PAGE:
The Perks of the Gig Economy

Woman working remotely on laptop. Businesswoman working from home during pandemic.

Side hustles, part-time work, and contract jobs can help boost organizations and employees alike

Dwanét Perry lost her job in March 2020 at the start of the COVID-19 pandemic. While it was jarring at first, she used this opportunity to dive into something creative and reinvent herself and started teaching herself how to make candles through YouTube and Instagram videos.

Today, she works as a registration specialist for a car dealership and continues making and selling candles at night through her online store Flame N Mama. Perry, who also delivers for DoorDash, was highlighted by the New York Times as one example of someone who found newfound flexibility, income, and creative freedom through roles like side gigs, contract jobs, and part-time flexible work.

Having part-time, temporary, or seasonal work is not new, but the explosion of online platforms providing on-demand opportunities has really opened this sector up for employers and employees looking to fill this line of work. The changing nature of work and job loss from the COVID-19 pandemic has further accelerated the uptick in the gig economy. A recent Pew Research survey found that 16% of Americans say they’ve earned money from an online gig platform like Uber or DoorDash, with more than half of those doing so to earn extra money.

The gig economy, like any type of labor, isn’t without challenges. However, the benefits often outweigh the drawbacks for those who choose to incorporate these opportunities into their work-life strategy. There is a wide variety of roles in this line of work, such as driving on demand, providing IT support, freelance writing, and much more.

Curious about the experience of working in the gig economy? Here are a few of the major benefits of opting for this type of work.

Freedom and Flexibility

Want to choose your own work schedule? The gig economy can do that for you. A 2021 research paper from Harvard Business School titled “Being the Boss: Gig Workers’ Value of Flexible Work” found that “the vast majority of drivers place significant value on flexibility.”

For many gig economy workers, autonomy is the name of the game by allowing them to choose their own projects and hours and giving back control over the amount of work and type of work to be completed. They can also swap employers––or even go back and forth between employers on the same day––at a moment’s notice.

Providing autonomy to set your own schedule can encourage workers to take more frequent breaks when it’s convenient for them. This can help workers recharge and be their most productive, rather than avoiding taking time off in a traditional job due to an inflexible work schedule and constant work demands.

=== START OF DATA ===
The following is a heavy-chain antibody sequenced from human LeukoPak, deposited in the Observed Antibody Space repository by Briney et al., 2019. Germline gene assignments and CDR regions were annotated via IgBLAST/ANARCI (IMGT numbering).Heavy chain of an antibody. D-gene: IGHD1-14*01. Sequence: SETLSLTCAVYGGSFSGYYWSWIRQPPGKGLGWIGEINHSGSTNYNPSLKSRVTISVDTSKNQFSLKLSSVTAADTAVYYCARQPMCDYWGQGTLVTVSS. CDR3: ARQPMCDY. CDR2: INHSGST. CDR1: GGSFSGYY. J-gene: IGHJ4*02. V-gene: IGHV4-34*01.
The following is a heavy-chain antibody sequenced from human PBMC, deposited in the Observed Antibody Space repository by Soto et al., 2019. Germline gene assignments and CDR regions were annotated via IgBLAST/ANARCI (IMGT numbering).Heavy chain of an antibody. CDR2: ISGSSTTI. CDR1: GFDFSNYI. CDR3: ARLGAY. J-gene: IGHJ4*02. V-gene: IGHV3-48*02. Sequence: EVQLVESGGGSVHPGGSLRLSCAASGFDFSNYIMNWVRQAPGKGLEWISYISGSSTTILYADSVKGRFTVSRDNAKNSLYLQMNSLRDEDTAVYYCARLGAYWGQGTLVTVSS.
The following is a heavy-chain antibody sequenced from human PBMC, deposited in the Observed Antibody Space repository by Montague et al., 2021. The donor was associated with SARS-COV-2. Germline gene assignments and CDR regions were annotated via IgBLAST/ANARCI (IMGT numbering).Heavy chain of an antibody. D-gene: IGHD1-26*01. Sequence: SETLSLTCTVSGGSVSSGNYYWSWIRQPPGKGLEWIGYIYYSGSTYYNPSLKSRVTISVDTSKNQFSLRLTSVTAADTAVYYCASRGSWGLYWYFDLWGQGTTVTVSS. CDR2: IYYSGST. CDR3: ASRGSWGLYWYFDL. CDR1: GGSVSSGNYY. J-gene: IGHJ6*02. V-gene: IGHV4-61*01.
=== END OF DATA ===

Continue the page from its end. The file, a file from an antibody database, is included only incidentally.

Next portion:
In a recent SHRM article about encouraging employees to unplug during PTO, David Farkas, CEO of the Upper Ranks, suggests that “a half-day’s break in the midst of the week may do wonders for their energy levels.”

Extra income 

Workers in the gig economy often take extra jobs on top of full-time, permanent, or contingent work for extra income, and the majority of them see their earning potential in positive terms. Among those who’ve found work from online platforms, majorities say they are at least somewhat satisfied with the number of jobs available to them, and how quickly they can find jobs. and the amount of money they’ve earned over the past 12 months, according to Pew Research.

For organizations contracting with gig employee workers, there are also cost savings involved. Freelance and contractors often eliminate the need for companies to create a permanent space for them since they’re only working for a specified amount of time and often with their own space or tools. In addition, companies have more flexibility to scale up or down based on business conditions, which helps control labor costs.

Opportunities to Upskill

Freelance and contract workers have the flexibility to dive deeper into new industries or skills. It’s up to the worker, not the company, to decide how to advance knowledge, so the worker can dedicate as much time and energy to upskilling as he/she wants. Contrary to contract workers’ fear of becoming too heavily skilled in one industry, expertise in one area is transferrable to other industries. Depending on the challenges that arise during each freelance job, it’s an opportunity to learn new skills in functional areas.

Contract workers can often take on a few projects for several companies at once – time permitting – which diversifies their portfolio, increases their exposure to clients, and broadens their skill sets. Working on a variety of projects for different organizations often helps shape their career path.

If they are only temporarily working contract roles with the intent to later land a permanent or contingent role at a single company, contract work is a convenient way to try out a company with no strings attached before committing to a full-time role. The same benefit extends to the employer.

Working with Addison Group to find talent

Addison Group, recently named one of the largest US staffing firms in 2022 by Staffing Industry Analysts (SIA), places permanent, contract, and contract-to-hire candidates in a variety of industries. Let us help you find your next great hire!

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